One spouse’s interest in the other spouse’s pension benefits has long been recognized as a matter of family property. The FLA was specifically amended to address division of pension entitlements. The Court of Appeal noted that the FLA creates a general power to order an immediate lump-sum division, but that this power is guided by several factors, including the nature of the assets available to each spouse, the proportion of a spouse’s net family property that consists of the imputed value of his/her interest in the pension, and the liquidity of the lump sum (among other factors). Taking these factors into consideration, a judge may make an order for the division of pension payments “but not for any other division in the spouse’s interest in the plan”. The Court of Appeal stated that this did not prohibit a lump-sum transfer for a pension being paid, but simply provides another option (the division of payments) and allows a judge to order only one of these two forms of payment.

The Court of Appeal noted that the relevant sections in the FLA, read together, lead to the following options for federal pensions:

  • Before a pension is in pay: only a lump-sum division is available. This makes sense since there is no monthly payment to divide at that time.
  • Once a pension is in pay, a judge can choose between the two options, depending on all of the circumstances of the case.

The Court of Appeal further notes that, in this case, the ex-wife’s restrictive interpretation of the FLA potentially compromises the goal of the FLA, which is a division of assets that is fair to both parties.

In addition, a broader interpretation of the FLA is more compatible with the PBDA, since the provincial legislature likely did not intend to undermine or limit the operation of the PBDA. When the FLA was amended to specifically address pension division, the legislature “would surely have known that the PBDA only provides for a lump sum division”. The Court of Appeal notes that since the PBDA applies to pensions of “countless Ontarians”, the Court wanted to avoid any interpretation of the FLA that would frustrate the PBDA. A broader interpretation of the FLA advances the goals of that legislation while achieving harmony with federal pension legislation.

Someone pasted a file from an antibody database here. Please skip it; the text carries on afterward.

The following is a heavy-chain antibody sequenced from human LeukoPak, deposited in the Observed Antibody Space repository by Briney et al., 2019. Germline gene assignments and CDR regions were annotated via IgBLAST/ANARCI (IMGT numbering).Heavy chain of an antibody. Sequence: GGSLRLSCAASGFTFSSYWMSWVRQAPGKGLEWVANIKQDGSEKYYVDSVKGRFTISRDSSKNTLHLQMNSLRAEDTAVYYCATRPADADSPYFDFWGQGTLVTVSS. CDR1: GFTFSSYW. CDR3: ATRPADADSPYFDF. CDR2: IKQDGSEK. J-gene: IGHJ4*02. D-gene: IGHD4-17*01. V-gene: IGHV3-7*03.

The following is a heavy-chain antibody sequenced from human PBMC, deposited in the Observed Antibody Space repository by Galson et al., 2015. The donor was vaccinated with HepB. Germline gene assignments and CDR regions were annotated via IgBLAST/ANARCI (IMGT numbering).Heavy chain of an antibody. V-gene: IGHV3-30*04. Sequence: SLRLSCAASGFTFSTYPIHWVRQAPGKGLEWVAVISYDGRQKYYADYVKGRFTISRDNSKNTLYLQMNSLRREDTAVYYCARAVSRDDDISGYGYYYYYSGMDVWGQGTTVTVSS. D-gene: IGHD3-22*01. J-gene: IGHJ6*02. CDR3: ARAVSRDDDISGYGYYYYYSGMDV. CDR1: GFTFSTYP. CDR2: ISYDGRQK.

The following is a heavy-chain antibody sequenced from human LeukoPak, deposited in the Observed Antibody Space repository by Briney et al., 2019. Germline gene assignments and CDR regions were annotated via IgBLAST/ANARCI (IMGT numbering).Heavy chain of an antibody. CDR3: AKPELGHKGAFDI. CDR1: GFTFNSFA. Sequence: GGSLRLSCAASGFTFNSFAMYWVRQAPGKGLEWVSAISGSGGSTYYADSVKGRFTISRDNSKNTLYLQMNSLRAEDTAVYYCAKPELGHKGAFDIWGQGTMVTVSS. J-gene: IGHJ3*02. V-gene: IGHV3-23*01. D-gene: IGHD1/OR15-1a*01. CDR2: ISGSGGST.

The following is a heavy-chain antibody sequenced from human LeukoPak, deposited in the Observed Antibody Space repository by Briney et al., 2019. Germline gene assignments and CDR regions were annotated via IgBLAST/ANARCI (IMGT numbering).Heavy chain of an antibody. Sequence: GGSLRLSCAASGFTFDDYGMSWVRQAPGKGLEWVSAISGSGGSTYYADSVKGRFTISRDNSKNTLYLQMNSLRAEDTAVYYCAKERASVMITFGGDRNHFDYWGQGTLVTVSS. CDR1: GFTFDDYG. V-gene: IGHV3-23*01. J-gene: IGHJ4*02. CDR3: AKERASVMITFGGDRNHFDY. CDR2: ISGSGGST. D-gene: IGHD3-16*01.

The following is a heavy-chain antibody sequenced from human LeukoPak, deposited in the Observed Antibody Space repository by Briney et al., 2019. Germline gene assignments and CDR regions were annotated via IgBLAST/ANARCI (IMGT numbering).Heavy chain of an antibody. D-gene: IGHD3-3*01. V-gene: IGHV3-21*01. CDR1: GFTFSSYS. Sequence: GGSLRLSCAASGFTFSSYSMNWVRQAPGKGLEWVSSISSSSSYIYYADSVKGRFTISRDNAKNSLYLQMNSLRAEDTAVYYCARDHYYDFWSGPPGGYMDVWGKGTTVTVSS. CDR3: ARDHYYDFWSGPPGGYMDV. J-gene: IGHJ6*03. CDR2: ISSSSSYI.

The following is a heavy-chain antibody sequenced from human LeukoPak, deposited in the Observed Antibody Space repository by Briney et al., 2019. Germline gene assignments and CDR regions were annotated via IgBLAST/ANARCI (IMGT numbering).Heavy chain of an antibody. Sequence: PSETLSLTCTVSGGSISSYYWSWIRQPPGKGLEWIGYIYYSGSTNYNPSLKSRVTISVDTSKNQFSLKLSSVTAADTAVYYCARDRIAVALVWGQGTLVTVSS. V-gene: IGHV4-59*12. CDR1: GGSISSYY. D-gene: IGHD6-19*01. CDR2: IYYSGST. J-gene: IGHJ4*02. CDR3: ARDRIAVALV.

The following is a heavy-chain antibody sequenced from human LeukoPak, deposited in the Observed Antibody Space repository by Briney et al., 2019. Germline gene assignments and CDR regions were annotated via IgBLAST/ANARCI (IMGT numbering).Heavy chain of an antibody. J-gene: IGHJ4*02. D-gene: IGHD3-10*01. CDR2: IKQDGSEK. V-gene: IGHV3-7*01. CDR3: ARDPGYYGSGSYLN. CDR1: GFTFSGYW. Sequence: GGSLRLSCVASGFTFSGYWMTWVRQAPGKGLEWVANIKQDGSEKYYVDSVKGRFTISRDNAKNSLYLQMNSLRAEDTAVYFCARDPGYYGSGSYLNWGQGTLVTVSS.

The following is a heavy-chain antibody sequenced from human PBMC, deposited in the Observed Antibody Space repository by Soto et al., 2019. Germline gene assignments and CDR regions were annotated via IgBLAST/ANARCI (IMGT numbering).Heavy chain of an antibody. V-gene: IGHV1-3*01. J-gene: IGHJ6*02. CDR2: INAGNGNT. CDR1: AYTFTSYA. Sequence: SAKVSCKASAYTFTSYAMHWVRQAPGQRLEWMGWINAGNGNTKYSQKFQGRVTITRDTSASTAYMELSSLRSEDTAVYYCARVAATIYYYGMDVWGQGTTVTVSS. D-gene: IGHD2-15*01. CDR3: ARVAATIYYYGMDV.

The Court of Appeal was careful to note that it would not always be appropriate to order a lump-sum division of pension. Every case must be interpreted based the underlying nature of the relevant pension legislation, and the particular circumstances of that case, in order to achieve a just result in those circumstances.

The Court of Appeal found that the trial judge had not erred in ordering a lump-sum transfer of the ex-wife’s pension. Such a division of the pension assets “involves little downside to [her]. She does not have to ‘find’ the money or arrange financing to satisfy the equalization payment”. Rather, the pension is divided at source, and the ex-wife is in the same monthly position had her pension payments been split.

On the other hand, the ex-husband will benefit from an immediate one-time transfer of the pension property to which he is entitled, which will facilitate a “clean break” between the former spouses, avoiding potential future disputes.

If you are considering a separation or divorce, it is it is critical to obtain legal advice from a knowledgeable family lawyer with significant experience dealing with pensions. The value of pensions accumulated during the marriage can be a significant part of a family’s assets and can, therefore, be a significant liability during the division of assets. Mark Feigenbaum brings many years of litigation, corporate law, tax law, estate law, and accounting experience to family law disputes. Mark relies on this experience to provide nuanced and knowledgeable guidance to clients to help them retain financial stability throughout the uncertainty of divorce and separation.